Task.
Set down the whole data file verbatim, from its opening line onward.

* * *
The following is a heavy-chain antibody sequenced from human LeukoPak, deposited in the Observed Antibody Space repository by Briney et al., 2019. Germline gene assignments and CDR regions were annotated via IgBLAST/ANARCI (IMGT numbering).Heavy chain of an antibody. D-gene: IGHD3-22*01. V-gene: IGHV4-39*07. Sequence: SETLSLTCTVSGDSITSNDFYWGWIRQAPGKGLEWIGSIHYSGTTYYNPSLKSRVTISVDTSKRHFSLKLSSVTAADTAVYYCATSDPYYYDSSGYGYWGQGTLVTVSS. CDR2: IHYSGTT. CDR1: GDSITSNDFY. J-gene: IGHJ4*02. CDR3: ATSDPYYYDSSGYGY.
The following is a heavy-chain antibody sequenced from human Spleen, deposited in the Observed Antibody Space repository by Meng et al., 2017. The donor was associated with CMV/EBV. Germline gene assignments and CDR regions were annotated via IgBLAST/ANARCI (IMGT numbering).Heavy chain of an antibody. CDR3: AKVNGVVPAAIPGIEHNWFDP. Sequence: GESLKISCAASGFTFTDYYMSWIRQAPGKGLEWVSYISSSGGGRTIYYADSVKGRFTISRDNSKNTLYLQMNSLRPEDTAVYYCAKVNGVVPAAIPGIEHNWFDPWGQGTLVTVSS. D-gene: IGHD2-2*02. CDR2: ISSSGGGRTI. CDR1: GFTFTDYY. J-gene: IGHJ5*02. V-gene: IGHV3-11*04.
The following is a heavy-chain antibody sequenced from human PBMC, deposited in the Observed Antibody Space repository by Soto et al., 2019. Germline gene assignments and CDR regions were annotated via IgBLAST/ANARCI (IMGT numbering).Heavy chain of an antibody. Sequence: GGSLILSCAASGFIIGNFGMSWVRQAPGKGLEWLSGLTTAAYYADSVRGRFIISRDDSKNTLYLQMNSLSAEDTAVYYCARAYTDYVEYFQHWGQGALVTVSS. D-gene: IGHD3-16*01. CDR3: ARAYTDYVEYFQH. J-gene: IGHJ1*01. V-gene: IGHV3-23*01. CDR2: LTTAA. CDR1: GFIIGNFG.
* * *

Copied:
The following is a heavy-chain antibody sequenced from human LeukoPak, deposited in the Observed Antibody Space repository by Briney et al., 2019. Germline gene assignments and CDR regions were annotated via IgBLAST/ANARCI (IMGT numbering).Heavy chain of an antibody. D-gene: IGHD3-22*01. V-gene: IGHV4-39*07. Sequence: SETLSLTCTVSGDSITSNDFYWGWIRQAPGKGLEWIGSIHYSGTTYYNPSLKSRVTISVDTSKRHFSLKLSSVTAADTAVYYCATSDPYYYDSSGYGYWGQGTLVTVSS. CDR2: IHYSGTT. CDR1: GDSITSNDFY. J-gene: IGHJ4*02. CDR3: ATSDPYYYDSSGYGY.
The following is a heavy-chain antibody sequenced from human Spleen, deposited in the Observed Antibody Space repository by Meng et al., 2017. The donor was associated with CMV/EBV. Germline gene assignments and CDR regions were annotated via IgBLAST/ANARCI (IMGT numbering).Heavy chain of an antibody. CDR3: AKVNGVVPAAIPGIEHNWFDP. Sequence: GESLKISCAASGFTFTDYYMSWIRQAPGKGLEWVSYISSSGGGRTIYYADSVKGRFTISRDNSKNTLYLQMNSLRPEDTAVYYCAKVNGVVPAAIPGIEHNWFDPWGQGTLVTVSS. D-gene: IGHD2-2*02. CDR2: ISSSGGGRTI. CDR1: GFTFTDYY. J-gene: IGHJ5*02. V-gene: IGHV3-11*04.
The following is a heavy-chain antibody sequenced from human PBMC, deposited in the Observed Antibody Space repository by Soto et al., 2019. Germline gene assignments and CDR regions were annotated via IgBLAST/ANARCI (IMGT numbering).Heavy chain of an antibody. Sequence: GGSLILSCAASGFIIGNFGMSWVRQAPGKGLEWLSGLTTAAYYADSVRGRFIISRDDSKNTLYLQMNSLSAEDTAVYYCARAYTDYVEYFQHWGQGALVTVSS. D-gene: IGHD3-16*01. CDR3: ARAYTDYVEYFQH. J-gene: IGHJ1*01. V-gene: IGHV3-23*01. CDR2: LTTAA. CDR1: GFIIGNFG.